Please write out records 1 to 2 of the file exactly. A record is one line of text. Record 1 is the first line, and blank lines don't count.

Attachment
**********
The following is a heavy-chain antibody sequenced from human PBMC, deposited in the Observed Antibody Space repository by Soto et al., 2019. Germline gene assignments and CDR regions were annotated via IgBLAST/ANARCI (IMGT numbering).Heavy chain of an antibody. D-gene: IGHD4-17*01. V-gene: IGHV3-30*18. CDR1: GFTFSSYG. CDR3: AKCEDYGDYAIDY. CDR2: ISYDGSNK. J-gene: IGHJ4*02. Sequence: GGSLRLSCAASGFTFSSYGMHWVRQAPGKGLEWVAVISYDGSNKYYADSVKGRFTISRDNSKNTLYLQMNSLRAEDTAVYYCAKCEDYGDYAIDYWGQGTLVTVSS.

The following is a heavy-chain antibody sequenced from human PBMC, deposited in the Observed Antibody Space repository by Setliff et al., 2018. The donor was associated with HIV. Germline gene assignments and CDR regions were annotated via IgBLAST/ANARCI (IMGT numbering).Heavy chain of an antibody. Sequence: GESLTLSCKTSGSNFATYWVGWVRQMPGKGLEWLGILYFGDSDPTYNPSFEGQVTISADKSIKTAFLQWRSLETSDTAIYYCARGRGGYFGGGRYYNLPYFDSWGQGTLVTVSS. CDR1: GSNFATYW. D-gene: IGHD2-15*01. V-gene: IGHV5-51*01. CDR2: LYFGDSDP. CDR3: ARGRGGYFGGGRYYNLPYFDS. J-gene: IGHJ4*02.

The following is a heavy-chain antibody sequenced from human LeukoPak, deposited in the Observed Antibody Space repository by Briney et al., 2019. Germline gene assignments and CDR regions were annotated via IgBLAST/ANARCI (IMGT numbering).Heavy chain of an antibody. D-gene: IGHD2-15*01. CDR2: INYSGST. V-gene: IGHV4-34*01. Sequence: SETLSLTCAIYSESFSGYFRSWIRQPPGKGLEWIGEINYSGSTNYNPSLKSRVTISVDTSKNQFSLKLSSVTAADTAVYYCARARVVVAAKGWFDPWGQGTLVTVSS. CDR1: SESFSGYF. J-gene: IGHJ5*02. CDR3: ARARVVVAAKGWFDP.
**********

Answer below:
The following is a heavy-chain antibody sequenced from human PBMC, deposited in the Observed Antibody Space repository by Soto et al., 2019. Germline gene assignments and CDR regions were annotated via IgBLAST/ANARCI (IMGT numbering).Heavy chain of an antibody. D-gene: IGHD4-17*01. V-gene: IGHV3-30*18. CDR1: GFTFSSYG. CDR3: AKCEDYGDYAIDY. CDR2: ISYDGSNK. J-gene: IGHJ4*02. Sequence: GGSLRLSCAASGFTFSSYGMHWVRQAPGKGLEWVAVISYDGSNKYYADSVKGRFTISRDNSKNTLYLQMNSLRAEDTAVYYCAKCEDYGDYAIDYWGQGTLVTVSS.

The following is a heavy-chain antibody sequenced from human PBMC, deposited in the Observed Antibody Space repository by Setliff et al., 2018. The donor was associated with HIV. Germline gene assignments and CDR regions were annotated via IgBLAST/ANARCI (IMGT numbering).Heavy chain of an antibody. Sequence: GESLTLSCKTSGSNFATYWVGWVRQMPGKGLEWLGILYFGDSDPTYNPSFEGQVTISADKSIKTAFLQWRSLETSDTAIYYCARGRGGYFGGGRYYNLPYFDSWGQGTLVTVSS. CDR1: GSNFATYW. D-gene: IGHD2-15*01. V-gene: IGHV5-51*01. CDR2: LYFGDSDP. CDR3: ARGRGGYFGGGRYYNLPYFDS. J-gene: IGHJ4*02.